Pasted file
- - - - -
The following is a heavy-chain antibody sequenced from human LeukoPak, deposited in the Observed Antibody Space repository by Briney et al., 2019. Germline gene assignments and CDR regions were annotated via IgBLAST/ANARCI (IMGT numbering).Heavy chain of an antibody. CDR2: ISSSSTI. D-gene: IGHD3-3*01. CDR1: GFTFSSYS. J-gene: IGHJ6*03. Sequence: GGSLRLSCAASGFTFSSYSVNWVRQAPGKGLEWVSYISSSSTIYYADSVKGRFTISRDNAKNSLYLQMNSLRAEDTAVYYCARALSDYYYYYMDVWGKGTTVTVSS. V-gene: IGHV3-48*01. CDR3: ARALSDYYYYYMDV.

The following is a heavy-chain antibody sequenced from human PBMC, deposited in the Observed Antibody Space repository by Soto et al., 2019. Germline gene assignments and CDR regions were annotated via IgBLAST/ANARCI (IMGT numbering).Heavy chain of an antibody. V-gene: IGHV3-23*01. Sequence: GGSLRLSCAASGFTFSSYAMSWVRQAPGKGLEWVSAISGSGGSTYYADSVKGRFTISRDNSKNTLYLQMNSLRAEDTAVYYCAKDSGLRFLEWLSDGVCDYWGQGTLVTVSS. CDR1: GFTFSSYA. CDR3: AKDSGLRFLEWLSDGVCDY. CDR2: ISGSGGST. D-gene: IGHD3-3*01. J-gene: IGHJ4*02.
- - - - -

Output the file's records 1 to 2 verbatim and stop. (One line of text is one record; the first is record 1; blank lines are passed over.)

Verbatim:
The following is a heavy-chain antibody sequenced from human LeukoPak, deposited in the Observed Antibody Space repository by Briney et al., 2019. Germline gene assignments and CDR regions were annotated via IgBLAST/ANARCI (IMGT numbering).Heavy chain of an antibody. CDR2: ISSSSTI. D-gene: IGHD3-3*01. CDR1: GFTFSSYS. J-gene: IGHJ6*03. Sequence: GGSLRLSCAASGFTFSSYSVNWVRQAPGKGLEWVSYISSSSTIYYADSVKGRFTISRDNAKNSLYLQMNSLRAEDTAVYYCARALSDYYYYYMDVWGKGTTVTVSS. V-gene: IGHV3-48*01. CDR3: ARALSDYYYYYMDV.

The following is a heavy-chain antibody sequenced from human PBMC, deposited in the Observed Antibody Space repository by Soto et al., 2019. Germline gene assignments and CDR regions were annotated via IgBLAST/ANARCI (IMGT numbering).Heavy chain of an antibody. V-gene: IGHV3-23*01. Sequence: GGSLRLSCAASGFTFSSYAMSWVRQAPGKGLEWVSAISGSGGSTYYADSVKGRFTISRDNSKNTLYLQMNSLRAEDTAVYYCAKDSGLRFLEWLSDGVCDYWGQGTLVTVSS. CDR1: GFTFSSYA. CDR3: AKDSGLRFLEWLSDGVCDY. CDR2: ISGSGGST. D-gene: IGHD3-3*01. J-gene: IGHJ4*02.